Friday, June 11, 2010

A Day of Failures ... and Relief

Written on June 11 at 10:00 PM (日本の時間)

Okay. I admit it. I am in another country. Aside from the obvious things (driving on the left side of the road) to the more exotic (polka-dotted cranes, anyone?), I guess I’m not in Kansas anymore. A list of first observations (because everything is so much simpler in lists):

·      For all the talk about the women always dressing up, what about the men? In Tokyo, I think I saw maybe two guys total wearing jeans, while the rest were in staunch suit and tie.
·      … although I still felt really awkward in running shorts when I went out for a run the first morning in Tokyo. I passed by a lot of middle-aged to elderly women exercising, but they were all conservatively wearing exercise pants or capris.
·      Cuteness factor: Max everywhere I go. I thought it was just a stereotype that everything in Japan was かわいい because of all the imported media that comes to America, but it’s actually pretty true that Japanese stores make a special effort to present themselves as cute.
·      “The Land of the Rising Sun” is certainly an appropriate name for 日本. I fell asleep pretty early because I couldn’t sleep on the plane, but woke up to the sun shining through the hotel windows at 5 a.m. Vice versa, it sets a lot earlier too.
·      I NEED TO LEARN KANJI. ‘Nuff said.

Today was kind of a fail though. I bombed my oral test after trying to explain the plot of 꽃보다 남자 (“There’s this girl who doesn’t have a lot of money … she goes to a school with … people who do have a lot of money … um … it’s a love story.”) and skipped the entire last passage in the reading section because every other word was kanji I didn’t know. I was talking with some other first-year students about the last passage and they were like, “Yeah … I had to resort to my Chinese for that one.” Oh, Dad, why didn’t you teach me 한자 when I was little? Ah well, if I place in the lowest level, I guess that’s what’s expected of someone who’s only taken one year of Japanese.

Another fail – I thought I would be able to find a three-prong to two-prong converter in Hakodate after leaving Tokyo yesterday. (For future fellows, Japan operates on almost the same frequency as America, so you don’t need an adapter, but you do need the aforementioned converter if you have a three-pronged plug appliance like your laptop charger.) After a yummy dinner at a ramen shop (I will never look at Maruchan Ramen the same again), I went searching for a converter with Sam, another student in HIF who didn’t have a converter either. We walked through downtown Hakodate, looking unsuccessfully for an electronics store and trying to describe a コンバータ to the local shopkeepers in mangled Japanese. Finally, with the recommendation of my trusted Light Fellowship SAC guide, we took a taxi to Yamada Denki, a huge electronics store in Hakodate that had everything BUT a converter. End of story – 3,000 yen blown and no converter for my laptop. Thankfully, Ning is letting me borrow her charger for the time being so I’m able to type up this entry.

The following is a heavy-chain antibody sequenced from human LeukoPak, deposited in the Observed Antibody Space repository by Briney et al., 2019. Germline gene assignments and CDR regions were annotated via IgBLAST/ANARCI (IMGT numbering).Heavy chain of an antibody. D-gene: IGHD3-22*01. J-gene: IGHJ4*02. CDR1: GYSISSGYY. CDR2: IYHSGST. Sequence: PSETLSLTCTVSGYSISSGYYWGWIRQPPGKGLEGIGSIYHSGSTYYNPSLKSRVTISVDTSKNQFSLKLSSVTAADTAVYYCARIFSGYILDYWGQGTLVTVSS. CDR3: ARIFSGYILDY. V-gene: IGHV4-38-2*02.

Sheesh, Hakodate is a smaller city, but being a tourist spot, I didn’t think it would be this much of a hassle to find a converter. Nevertheless, this was the first time that I ventured out to speak with the locals and didn’t find it as awkward as I thought it would be. I’m not sure how much Japanese they understood from me (the taxi driver kept referring me to as Sam’s おくさん even after repeated explanations that we were 学生), but I feel a little better about communicating with my host family, whom I’ll meet tomorrow at the opening ceremony, and interviewing people for HIF’s infamous independent study project.

Heading out now to watching the opening of the World Cup. Updates on host family and horrendous placement test results to come.

EDIT: Did I leave my camera charger and USB cord at home too? Arghh, I might have to buy a camera here too… In the meantime, pictures will have to wait.

EDIT of the EDIT: Thank goodness I dug up the camera charger in my luggage the next morning. Score for Plan "Don't Go Broke in Japan". Pictures to come soon.

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Kelly McLaughlin said...

Good news about the camera!

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